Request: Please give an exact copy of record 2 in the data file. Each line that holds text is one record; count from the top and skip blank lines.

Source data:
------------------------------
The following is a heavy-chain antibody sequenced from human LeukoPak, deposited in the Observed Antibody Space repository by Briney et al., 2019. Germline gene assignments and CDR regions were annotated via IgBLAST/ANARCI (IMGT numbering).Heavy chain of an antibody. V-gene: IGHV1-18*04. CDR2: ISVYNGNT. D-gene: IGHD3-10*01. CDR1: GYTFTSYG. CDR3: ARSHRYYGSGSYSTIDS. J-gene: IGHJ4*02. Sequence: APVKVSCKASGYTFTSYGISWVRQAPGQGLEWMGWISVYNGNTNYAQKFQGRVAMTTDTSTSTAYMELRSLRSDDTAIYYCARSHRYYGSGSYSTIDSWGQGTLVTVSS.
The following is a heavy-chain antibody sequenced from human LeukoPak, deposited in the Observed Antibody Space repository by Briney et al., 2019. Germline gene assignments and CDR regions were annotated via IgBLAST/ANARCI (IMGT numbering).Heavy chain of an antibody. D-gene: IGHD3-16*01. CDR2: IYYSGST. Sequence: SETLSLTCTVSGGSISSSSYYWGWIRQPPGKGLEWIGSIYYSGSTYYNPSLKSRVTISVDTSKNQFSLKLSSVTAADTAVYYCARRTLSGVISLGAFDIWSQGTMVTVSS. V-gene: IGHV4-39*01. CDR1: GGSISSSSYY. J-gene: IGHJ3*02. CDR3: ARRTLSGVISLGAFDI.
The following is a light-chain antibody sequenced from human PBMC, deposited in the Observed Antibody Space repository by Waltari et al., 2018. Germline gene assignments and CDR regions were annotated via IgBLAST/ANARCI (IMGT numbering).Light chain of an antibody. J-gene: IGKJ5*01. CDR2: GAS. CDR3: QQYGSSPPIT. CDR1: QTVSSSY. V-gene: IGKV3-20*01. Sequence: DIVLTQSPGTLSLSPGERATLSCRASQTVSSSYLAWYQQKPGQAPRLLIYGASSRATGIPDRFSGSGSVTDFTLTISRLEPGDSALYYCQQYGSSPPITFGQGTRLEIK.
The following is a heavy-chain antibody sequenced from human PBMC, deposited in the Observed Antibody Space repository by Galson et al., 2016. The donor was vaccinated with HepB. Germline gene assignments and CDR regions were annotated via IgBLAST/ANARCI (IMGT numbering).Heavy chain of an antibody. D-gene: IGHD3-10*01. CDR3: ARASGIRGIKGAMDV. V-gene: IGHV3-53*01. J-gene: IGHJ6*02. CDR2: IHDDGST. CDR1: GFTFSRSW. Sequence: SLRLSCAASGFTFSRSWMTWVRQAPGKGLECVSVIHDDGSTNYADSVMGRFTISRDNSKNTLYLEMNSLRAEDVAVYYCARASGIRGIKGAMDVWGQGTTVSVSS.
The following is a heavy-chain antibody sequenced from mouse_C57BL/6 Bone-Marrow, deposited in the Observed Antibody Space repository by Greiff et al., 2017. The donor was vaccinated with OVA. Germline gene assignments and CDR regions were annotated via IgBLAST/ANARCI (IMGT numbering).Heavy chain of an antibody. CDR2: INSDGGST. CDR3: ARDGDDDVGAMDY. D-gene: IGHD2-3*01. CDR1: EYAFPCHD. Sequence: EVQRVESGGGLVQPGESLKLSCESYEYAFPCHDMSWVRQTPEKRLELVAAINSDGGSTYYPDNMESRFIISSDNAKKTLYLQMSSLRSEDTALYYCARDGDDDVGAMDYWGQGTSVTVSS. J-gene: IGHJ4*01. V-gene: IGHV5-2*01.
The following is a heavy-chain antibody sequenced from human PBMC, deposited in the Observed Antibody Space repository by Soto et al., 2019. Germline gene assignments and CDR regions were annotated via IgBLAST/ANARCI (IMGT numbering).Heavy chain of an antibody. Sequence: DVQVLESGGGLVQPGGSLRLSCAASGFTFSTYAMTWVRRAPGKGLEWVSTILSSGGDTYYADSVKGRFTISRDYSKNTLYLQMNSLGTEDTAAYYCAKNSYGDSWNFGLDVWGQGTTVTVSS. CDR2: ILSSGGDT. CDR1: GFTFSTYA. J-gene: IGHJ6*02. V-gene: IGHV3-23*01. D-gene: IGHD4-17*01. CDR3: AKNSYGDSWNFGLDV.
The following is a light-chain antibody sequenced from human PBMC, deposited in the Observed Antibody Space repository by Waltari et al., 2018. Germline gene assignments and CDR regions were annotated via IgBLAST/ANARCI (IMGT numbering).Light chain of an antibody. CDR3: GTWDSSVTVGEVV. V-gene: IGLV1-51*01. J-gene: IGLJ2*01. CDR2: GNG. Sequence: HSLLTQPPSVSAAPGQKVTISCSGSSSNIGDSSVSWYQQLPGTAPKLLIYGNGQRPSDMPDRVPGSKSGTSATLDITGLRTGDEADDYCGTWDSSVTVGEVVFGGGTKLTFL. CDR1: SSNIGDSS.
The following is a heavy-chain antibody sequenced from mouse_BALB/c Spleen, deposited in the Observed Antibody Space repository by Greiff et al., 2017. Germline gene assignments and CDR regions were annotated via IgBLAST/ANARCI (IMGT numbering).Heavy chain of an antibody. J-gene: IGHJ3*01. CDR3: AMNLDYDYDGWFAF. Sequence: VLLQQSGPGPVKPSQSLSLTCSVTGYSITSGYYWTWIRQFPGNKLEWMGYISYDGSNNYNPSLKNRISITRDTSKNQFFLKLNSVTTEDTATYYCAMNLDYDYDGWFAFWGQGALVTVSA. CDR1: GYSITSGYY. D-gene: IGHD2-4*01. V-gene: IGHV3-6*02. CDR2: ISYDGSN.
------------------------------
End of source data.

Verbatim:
The following is a heavy-chain antibody sequenced from human LeukoPak, deposited in the Observed Antibody Space repository by Briney et al., 2019. Germline gene assignments and CDR regions were annotated via IgBLAST/ANARCI (IMGT numbering).Heavy chain of an antibody. D-gene: IGHD3-16*01. CDR2: IYYSGST. Sequence: SETLSLTCTVSGGSISSSSYYWGWIRQPPGKGLEWIGSIYYSGSTYYNPSLKSRVTISVDTSKNQFSLKLSSVTAADTAVYYCARRTLSGVISLGAFDIWSQGTMVTVSS. V-gene: IGHV4-39*01. CDR1: GGSISSSSYY. J-gene: IGHJ3*02. CDR3: ARRTLSGVISLGAFDI.